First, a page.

PUBG Corp is giving $20K to every team that qualified for the cancelled PGS tournament

Due to ongoing lockdowns in place to battle the spread of COVID-19, the PlayerUnknown’s Battlegrounds Global Series tournament in Berlin has been cancelled, and PUBG Corp has announced it will be paying each qualifying team $20,000 USD as compensation.

The PSG began with the group stage in March, and would have held the elimination rounds at the beginning of this month had it not been for mandatory lockdowns and cancellations of all public sporting events in the wake of the ongoing coronavirus pandemic.

As our sister site The Loadout reports, the PSG will be replaced by an online competition, the PUBG Continental Series. That’s set to be a four-region tournament that runs through August, with a prize pool of $2.4 million. The first event in each region will be a PGC Charity Showdown that will have a $100,000 purse, with another $100,000 donated to each regional winner’s charity of choice.

Through June and August, the prize pools increase to $200,000 per region, with Pick ‘Em Challenges and new revenue sharing options for participating teams.

Hardware hack: Use an old Android phone as a system monitor

If you’re looking for peak performance out of your gaming PC, it’s important to keep an eye on your system’s vitals, and one redditor has figured out an easy way to do this without adding any additional Windows processes or taking up screen real estate that would be better filled with explosions or benchmarks. All you need is an old phone, a USB cable, and an app.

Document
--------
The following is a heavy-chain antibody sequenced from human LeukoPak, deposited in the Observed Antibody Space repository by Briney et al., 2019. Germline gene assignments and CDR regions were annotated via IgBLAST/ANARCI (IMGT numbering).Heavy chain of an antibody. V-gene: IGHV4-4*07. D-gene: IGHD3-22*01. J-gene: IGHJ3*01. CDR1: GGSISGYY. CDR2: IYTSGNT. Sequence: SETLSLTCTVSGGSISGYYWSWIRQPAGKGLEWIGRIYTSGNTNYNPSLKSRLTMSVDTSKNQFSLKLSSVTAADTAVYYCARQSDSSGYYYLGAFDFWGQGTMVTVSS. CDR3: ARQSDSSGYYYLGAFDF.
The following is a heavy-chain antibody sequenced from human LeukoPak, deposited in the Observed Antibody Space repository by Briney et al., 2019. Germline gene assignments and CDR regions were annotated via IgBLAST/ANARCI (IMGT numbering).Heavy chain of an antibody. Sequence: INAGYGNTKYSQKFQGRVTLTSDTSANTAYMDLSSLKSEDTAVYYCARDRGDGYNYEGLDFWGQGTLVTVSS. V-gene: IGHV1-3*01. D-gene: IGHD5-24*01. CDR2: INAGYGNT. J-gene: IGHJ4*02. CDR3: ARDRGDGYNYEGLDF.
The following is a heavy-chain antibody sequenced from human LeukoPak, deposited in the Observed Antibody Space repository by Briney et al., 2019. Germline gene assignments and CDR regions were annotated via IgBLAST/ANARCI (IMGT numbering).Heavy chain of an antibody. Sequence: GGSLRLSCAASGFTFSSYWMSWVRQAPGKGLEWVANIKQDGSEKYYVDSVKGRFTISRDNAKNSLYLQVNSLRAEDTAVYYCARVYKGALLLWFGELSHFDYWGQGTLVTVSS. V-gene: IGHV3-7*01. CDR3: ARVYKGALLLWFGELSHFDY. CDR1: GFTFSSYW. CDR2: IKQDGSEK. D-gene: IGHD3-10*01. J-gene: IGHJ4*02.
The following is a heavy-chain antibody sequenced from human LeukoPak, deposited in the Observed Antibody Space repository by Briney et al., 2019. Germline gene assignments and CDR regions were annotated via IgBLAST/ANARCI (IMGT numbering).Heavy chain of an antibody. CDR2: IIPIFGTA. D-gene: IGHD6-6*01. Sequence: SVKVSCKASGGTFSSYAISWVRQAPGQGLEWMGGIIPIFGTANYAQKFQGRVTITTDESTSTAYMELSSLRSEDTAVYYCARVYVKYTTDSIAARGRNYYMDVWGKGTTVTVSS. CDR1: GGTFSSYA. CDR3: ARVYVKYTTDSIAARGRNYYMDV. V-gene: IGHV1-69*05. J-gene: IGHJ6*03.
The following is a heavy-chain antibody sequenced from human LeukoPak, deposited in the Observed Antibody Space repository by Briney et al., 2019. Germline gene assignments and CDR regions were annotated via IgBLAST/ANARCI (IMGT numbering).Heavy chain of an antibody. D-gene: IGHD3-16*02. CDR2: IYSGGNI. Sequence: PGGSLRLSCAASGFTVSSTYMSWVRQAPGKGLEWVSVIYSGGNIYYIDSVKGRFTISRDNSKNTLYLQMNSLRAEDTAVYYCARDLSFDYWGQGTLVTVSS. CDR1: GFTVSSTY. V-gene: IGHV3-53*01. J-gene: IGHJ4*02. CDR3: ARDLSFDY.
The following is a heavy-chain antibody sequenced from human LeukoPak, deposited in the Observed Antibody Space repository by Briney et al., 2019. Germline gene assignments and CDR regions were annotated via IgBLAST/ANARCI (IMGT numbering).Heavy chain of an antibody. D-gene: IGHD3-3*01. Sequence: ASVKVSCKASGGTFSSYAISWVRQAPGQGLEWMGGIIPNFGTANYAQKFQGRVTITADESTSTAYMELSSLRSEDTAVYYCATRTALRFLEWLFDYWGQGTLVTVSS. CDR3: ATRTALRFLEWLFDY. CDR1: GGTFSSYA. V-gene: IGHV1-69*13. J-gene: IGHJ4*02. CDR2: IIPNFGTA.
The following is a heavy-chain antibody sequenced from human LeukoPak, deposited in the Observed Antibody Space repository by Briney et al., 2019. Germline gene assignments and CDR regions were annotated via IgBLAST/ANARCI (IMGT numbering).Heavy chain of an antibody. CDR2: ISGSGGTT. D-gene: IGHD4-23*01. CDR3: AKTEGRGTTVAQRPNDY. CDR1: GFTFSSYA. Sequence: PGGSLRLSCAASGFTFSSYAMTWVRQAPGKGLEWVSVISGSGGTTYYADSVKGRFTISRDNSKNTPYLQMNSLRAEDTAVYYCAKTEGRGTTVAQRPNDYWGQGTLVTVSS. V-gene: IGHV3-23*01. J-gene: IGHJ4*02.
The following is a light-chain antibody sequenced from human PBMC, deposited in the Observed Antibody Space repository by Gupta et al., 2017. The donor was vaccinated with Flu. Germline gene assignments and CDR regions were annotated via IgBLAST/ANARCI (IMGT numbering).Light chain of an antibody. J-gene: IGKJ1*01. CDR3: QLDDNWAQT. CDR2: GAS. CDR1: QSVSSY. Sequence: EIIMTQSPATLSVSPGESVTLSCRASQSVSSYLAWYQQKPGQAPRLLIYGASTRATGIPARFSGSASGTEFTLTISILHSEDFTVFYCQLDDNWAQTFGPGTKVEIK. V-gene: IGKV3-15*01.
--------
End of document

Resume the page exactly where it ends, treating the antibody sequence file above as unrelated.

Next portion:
Reddit user div2691, posting in the ‘Glorious PC Master Race’ subreddit, shared a photo of his setup. It shows a phone running an app called Remote System Monitor mounted screen-side out on the inside of his PC case’s removable side panel.

It’s a simple enough thing to set up: find yourself an unused Android phone, fire it up and download Remote System Monitor by Trigone on Google Play, and then download the client to your PC. Make sure both the phone and the PC are connected to the same wifi network, and you should see your system’s temperature, clock, and fan data displayed on the screen. You’ll want to make a donation to remove the ads from the app (anything as low as 99p will do the trick), and then plug it in to an available USB port for power, and set the phone’s display to be always on.

Hide Or Die will leave early access May 1 as a completely changed game

When Hide Or Die emerges from early access May 1, it’ll be an almost wholly different experience from the one it began its journey as. Fledgling indie developer VecFour Digital has reworked nearly every aspect of Hide Or Die since it entered the program, from character animation systems to gameplay modes. Now it’s ready for prime time.

Initially, Hide Or Die was meant to blend elements of asymmetric horror games like Dead by Daylight with battle royale, with 15 ‘survivor’ players working together to power up generators while being stalked by one player controlling a ‘hunter.’ However, maintaining a player base big enough to support matches that big can be tough – waning player numbers mean longer queue times, and longer queue times mean declining player counts. But instead of fading away into obscurity, VecFour decided to work with what it had.

The studio’s first big move was an overhaul in May 2019, which moved the game to a large, persistent map called Bale County. Players could drop in and out of this landmass, venturing out of hatches scattered around the area to collect darkness spores, hoping to avoid the roving hunters.